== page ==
In some circumstances the sample may consist of all the members of a specifically defined population. For practical reasons, this is only likely to be the case if the population of interest is not too large. Clearly complete sampling of a large population will be very expensive and time-consuming.
Example - complete sample - reinfection with Lyme borreliosis
Bennet and Berglund (2002) studied all patients diagnosed with erythema migrans (EM) following vector-borne infection by Lyme borreliosis (LB) some 10 years earlier. They contacted all these patients and asked if they had had any new tick bites over the period May 1993 to May 1998. From the 976 infected and eligible for the study, 708 participants replied and from these a reinfection rate of 4% was computed.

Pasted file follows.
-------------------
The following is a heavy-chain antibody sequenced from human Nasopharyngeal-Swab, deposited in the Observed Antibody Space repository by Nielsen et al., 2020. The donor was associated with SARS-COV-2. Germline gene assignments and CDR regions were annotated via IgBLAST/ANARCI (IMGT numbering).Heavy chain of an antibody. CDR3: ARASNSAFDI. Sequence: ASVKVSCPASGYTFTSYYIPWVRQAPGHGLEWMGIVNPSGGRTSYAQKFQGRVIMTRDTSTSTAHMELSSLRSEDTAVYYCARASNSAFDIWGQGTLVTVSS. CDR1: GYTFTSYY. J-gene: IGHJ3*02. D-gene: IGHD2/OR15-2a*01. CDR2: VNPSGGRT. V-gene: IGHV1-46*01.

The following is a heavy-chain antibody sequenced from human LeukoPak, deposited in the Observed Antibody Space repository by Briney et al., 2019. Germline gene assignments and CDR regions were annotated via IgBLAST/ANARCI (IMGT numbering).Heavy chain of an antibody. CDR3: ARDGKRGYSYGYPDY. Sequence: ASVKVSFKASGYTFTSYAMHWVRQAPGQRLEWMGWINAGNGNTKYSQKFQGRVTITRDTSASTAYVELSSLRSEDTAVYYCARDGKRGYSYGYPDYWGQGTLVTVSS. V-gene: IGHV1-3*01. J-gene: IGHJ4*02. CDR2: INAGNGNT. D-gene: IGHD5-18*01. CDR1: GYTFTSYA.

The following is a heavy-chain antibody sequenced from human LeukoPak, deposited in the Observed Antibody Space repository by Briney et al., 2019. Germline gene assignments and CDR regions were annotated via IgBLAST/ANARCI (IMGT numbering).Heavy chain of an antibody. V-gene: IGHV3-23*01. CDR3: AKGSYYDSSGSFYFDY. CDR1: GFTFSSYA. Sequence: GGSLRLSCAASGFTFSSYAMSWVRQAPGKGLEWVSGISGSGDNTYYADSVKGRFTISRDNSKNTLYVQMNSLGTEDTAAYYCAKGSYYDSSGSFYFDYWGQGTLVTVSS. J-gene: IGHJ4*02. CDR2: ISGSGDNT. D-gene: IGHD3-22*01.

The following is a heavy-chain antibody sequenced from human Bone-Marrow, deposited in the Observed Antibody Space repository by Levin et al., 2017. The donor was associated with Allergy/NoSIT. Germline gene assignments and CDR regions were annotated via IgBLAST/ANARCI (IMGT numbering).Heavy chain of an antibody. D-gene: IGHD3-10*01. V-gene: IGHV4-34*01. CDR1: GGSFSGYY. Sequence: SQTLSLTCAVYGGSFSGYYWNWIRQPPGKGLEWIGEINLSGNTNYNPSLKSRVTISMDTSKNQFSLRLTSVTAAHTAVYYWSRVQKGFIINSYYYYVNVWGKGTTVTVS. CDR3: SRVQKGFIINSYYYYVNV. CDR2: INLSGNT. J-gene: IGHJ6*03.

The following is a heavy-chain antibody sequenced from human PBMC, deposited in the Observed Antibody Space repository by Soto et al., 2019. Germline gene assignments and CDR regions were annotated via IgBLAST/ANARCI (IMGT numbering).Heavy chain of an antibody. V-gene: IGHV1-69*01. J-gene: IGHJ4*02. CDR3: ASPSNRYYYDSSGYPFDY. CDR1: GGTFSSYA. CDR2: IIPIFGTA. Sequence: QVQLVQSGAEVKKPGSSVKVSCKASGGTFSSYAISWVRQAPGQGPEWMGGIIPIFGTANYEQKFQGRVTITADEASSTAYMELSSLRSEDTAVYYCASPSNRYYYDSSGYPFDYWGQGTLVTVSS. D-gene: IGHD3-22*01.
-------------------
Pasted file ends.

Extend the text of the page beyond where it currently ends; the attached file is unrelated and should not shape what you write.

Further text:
In this case, since the study purpose was to investigate the long-term consequences of an infection, the choice of the population was very specifically confined to those who had been diagnosed with EM. Despite seeking a complete sample, only a proportion (but not a random sample) of this population provided the information requested. There is therefore a real possibility of bias in the estimate of the reinfection rate so obtained. However, the sample comprised a large proportion (73%) of the total and the authors checked that there were no major differences in terms of age and gender between those who participated and those who did not.
In contrast, if all members of the population can be assessed, there is no bias as the 'estimate' is the value of the population parameter itself. In this idealised situation we know all about the population as we have examined all its members. This will rarely be the case.
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